The Texas Poison Center blog is here to provide useful information and tips on dealing with toxins and poisons that we are sometimes unintentionally exposed to in or out of the home. This blog is not meant to replace calling a Poison Control Center. Poison centers offer free medical advice 24 hours a day, seven days a week through the Poison Help Line at 1-800-222-1222.
As the weather heats up and kids get out of school for
summer, more time is spent outdoors working and playing. The summer months can
be full of fun, but it is also a time when bugs and snakes come out and while
most are harmless, there are a few that can hurt you. Dangerous and venomous bugs such as wasps and
spiders are important to keep a lookout for when beingoutdoors.
There are also a few poisonous snakes to be aware of in case you ever come across
them in the wild. The Texas Poison Center Network (TPCN) wants you to know the dangers
of encountering these bugs and snakes in order to keep you and your family
Creepy Crawlers in Texas
Lots of little kids love bugs and enjoy touching and learning
about them. Seeing kids’ curiosity about bugs can be endearing, but it’s
important to be aware that some bugs can cause pain. Below the TPCN has compiled
a list of some of the most prominently known bugs to lookout for in Texas when
it comes to bites and stings, so make sure to share this information with kids
or anyone playing or working outdoors.
Bees and Wasps
You might have noticed some wasps, yellow jackets, bees or
hornets buzzing around your home. If so, they most likely have built a nest
somewhere on the outside of your home or in hollow places that do not get
disturbed. When it is light out, look around your home to see if you can find
the nest.If so, you should call a
professional to take care of it.Never
try to remove the nest yourself. If the
nests are not taken care of, there can be dangerous consequences, especially
for those who have allergies to these stings.
Most spiders are harmless to humans. But in Texas there are
two spiders to watch out for and they are the brown recluse and the black
widow. These spiders are known to hang out in dark areas where there isn’t much
draft. The only time they might bite is if they feel threatened. Unfortunately,with most spider bites, you won’t even feel
them. That is why it is important that anytime you find a suspecting bite on
your body or your child’s, that you call the poison center for assistance and treatment
Mosquitoes are some of the peskiest bugs out there, but they
are relatively harmless as long as you cover yourself up with repellent. They
can carry some yucky diseases, though, including West Nile Virus and malaria.
The best way to avoid mosquitoes around your home is to get rid of any standing
water, including bird baths. Standing water is the way mosquitoes breed so
ensure you dump out all standing water, especially after it rains. Mosquitoes
are most active in the early evening so if you need to go out at this time,
make sure you use mosquito repellent and cover all exposed areas of skin.
Ticks can be found in dense brush and wooded areas. If you
plan on taking a hike or going around heavily wooded areas, make sure to cover
your skin with clothing to help eliminate chances of a tick biting you. Also, safeguard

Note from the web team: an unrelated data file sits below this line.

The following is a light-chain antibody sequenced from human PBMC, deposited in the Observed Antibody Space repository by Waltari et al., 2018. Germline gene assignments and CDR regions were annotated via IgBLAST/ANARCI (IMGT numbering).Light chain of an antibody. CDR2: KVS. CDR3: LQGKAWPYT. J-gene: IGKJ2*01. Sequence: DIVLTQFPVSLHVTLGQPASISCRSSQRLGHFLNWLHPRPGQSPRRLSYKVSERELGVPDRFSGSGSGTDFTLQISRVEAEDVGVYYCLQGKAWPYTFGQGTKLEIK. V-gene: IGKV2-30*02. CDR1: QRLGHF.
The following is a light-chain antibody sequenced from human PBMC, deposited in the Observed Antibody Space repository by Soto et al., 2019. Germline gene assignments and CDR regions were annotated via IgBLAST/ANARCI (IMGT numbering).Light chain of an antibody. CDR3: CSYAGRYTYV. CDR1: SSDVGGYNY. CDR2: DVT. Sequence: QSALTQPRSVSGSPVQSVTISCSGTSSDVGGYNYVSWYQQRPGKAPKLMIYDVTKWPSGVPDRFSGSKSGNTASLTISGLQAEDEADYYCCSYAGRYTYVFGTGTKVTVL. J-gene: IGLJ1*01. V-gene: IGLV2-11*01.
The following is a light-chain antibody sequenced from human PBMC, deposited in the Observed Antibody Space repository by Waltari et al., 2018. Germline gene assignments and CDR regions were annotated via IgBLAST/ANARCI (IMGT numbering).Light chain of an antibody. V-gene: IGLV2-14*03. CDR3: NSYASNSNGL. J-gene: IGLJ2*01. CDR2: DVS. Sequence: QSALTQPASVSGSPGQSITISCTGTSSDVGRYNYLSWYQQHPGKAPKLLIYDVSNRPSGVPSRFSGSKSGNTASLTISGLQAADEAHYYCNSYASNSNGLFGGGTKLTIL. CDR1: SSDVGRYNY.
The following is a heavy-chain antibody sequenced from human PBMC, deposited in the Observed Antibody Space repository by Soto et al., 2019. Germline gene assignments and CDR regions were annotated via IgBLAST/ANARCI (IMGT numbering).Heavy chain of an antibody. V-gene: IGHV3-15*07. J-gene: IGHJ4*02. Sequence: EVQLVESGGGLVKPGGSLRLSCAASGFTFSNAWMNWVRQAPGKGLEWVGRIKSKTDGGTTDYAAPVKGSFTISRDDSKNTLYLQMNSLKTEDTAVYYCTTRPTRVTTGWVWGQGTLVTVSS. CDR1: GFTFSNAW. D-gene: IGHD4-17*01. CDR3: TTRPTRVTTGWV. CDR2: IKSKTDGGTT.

by using tick repellent where skin is visible to eliminate chances of being
bit. If you do find a tick embedded in your skin, the best thing you can do is
remove it with tweezers. Call the poison center at 1-800-222-1222 for information on how to remove it or treat the open
wound it can sometimes leave behind.
Snakes to Look Out for in Texas
A cottonmouth snake can reach lengths of up to five feet
long. Commonly called a water moccasin, these snakes enjoy being near bodies of
water and are usually a dark black color with wide bands over its body. It is
known to be aggressive so keep your eyes open when playing by lakes, ponds and
The Western Diamondback rattlesnake is one of the most
common snakes you will find in Texas. It can reach lengths of up to seven feet
and has a triangular-shaped head. They spend most of their days hiding in
low-growing shrubs or rocks This snake is most known for their rattle, but it
is also covered in a diamond-shaped pattern, which is where it gets its name.
They don’t tend to be aggressive, but if their habitat is disturbed or
threatened they can be, so keep your eyes peeled when out on hikes in wooded
Copperheads reach about 30 inches long and their color
consists of a reddish-brown head with coppery bodies. These snakes aren’t known
to be aggressive. Most people who have been bitten only get bitten by
accidentally stepping on them. They easily blend in with vegetation and dirt making
it easy to step on one. Make sure you are aware of your surroundings and where
you are walking when in wooded or park areas.
This snake is the most colorful of the bunch, only reaching
about 2 feet in length. They are easier to spot due to their bright red, black
and yellow rings on their bodies. Coral snakes can be extremely dangerous due to their venom, especially if they bite a
child. Their mouths can be fairly small, so they have an easier time of biting
children than they do an adult. It is best to avoid these snakes and remember
the saying: Red touching yellow, kills a fellow, while red touching black,
venom they lack!
Remember, if you run across any of these snakes or bugs and
happen to get bitten or stung, please do not hesitate to contact a poison
center for help at 1-800-222-1222.
They are always there, always free and can provide help on how to treat the
bite and more. You can also visit www.poisoncontrol.org to read
more information on bites and stings.